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IRC Hacks
By Paul Mutton
July 2004
More Info

HACK
#36
A Simple Python IRC Client
Python doesn't include an IRC module as standard, but connecting is nonetheless easy. Make a simple client that connects to an IRC server
The Code
[Discuss (1) | Link to this hack]

The Code

Save this as simplebot.py:

import sys
import socket
import string

HOST="irc.freenode.net"
PORT=6667
NICK="MauBot"
IDENT="maubot"
REALNAME="MauritsBot"
readbuffer=""

s=socket.socket( )
s.connect((HOST, PORT))
s.send("NICK %s\r\n" % NICK)
s.send("USER %s %s bla :%s\r\n" % (IDENT, HOST, REALNAME))

while 1:
    readbuffer=readbuffer+s.recv(1024)
    temp=string.split(readbuffer, "\n")
    readbuffer=temp.pop( )

    for line in temp:
        line=string.rstrip(line)
        line=string.split(line)

        if(line[0]=="PING"):
            s.send("PONG %s\r\n" % line[1])

Lots of this code should be self-explanatory by now. It starts by importing all the modules you're going to need. The second block of code is a bunch of variables that you can change. These determine which server we connect to, the nickname we use, and so forth.

The block of code after that is the first one that actually does anything. It creates a socket and connects to the server of choice. This example will connect to the freenode IRC network (irc.freenode.net). It also registers the client by sending NICK and USER commands to the server.

The bot then enters an infinite loop (to shut it down, press Ctrl-C). The first block of code inside the loop reads a maximum of 1024 bytes from the server and appends it to the readbuffer. You need a readbuffer because you might not always be able to read complete IRC commands from the server (due to a saturated Internet connection, operating system limits, etc). So whatever you read, you need to append it to the read buffer. The read buffer is then split into a list of strings, using \n as a separator. The last line in this list is possibly a half-received line, so it is stored back into the read buffer.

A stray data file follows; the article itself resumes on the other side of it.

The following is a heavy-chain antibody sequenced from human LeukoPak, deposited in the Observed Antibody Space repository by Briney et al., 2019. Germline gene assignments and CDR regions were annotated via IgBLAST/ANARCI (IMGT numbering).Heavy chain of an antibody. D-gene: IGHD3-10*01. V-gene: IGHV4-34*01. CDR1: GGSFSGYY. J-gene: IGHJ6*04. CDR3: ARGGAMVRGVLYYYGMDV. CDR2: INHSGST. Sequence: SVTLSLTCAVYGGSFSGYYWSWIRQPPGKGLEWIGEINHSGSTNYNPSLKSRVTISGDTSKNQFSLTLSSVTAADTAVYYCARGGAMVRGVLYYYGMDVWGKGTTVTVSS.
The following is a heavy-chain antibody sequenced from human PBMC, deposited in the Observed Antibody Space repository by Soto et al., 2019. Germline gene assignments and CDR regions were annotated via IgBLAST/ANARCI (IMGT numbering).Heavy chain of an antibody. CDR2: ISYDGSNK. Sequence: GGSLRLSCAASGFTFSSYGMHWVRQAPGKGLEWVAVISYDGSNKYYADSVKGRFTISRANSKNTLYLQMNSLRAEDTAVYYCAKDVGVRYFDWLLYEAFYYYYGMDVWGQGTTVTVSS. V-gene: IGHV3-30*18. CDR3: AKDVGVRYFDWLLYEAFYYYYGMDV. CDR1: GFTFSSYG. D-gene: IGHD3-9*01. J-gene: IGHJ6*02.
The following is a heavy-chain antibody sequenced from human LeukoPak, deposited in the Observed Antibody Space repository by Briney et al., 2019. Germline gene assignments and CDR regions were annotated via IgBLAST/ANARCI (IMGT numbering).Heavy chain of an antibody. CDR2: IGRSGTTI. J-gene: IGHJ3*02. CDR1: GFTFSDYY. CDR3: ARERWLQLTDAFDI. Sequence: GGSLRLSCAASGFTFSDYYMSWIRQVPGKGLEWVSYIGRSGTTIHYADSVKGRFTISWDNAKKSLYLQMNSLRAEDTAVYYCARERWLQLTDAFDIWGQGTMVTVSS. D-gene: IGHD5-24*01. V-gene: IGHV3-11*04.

Before we're able to process the lines from the read buffer in a normal manner, there's one thing left to do. You need to remove the trailing \r character from the end of the lines. The string.rstrip( ) function does exactly this.

I can hear you thinking, "IRC uses \r\n as a message separator. Why don't you just split the lines using that as a separator, instead of just \n? You won't end up with an \r in the first place, then." This would be a better solution, if it weren't for some stubborn IRC networks that choose to ignore the RFC and use \n instead. So although the RFC says each message is supposed to be separated by an \r\n, you need to treat \r as optional.

Now that you have "clean" lines to process, you need to look for PING commands sent to the client. If the server sends it PING:randomstring, you need to reply with PONG :randomstring. The last three lines of code do this. The line is split into a list of strings, using a space as a separator. The if statement checks to see if the line started with a PING and sends back a PONG in response.

That's all there is to it. Of course, this bot doesn't do anything yet, but I'm sure you're able to figure out how to go on from here. One last thing—you may have noticed that I'm not using a send buffer. If you send something over an Internet socket, it's not guaranteed that all data is actually sent. So if you wanted to make this example completely resilient, you'd need to implement a send buffer to store any data you might not be able to send. This simple bot does not include this feature, as it isn't often required and would make the example more complex. If this is a concern, you can use IRCLib , which implements the send buffer for you.


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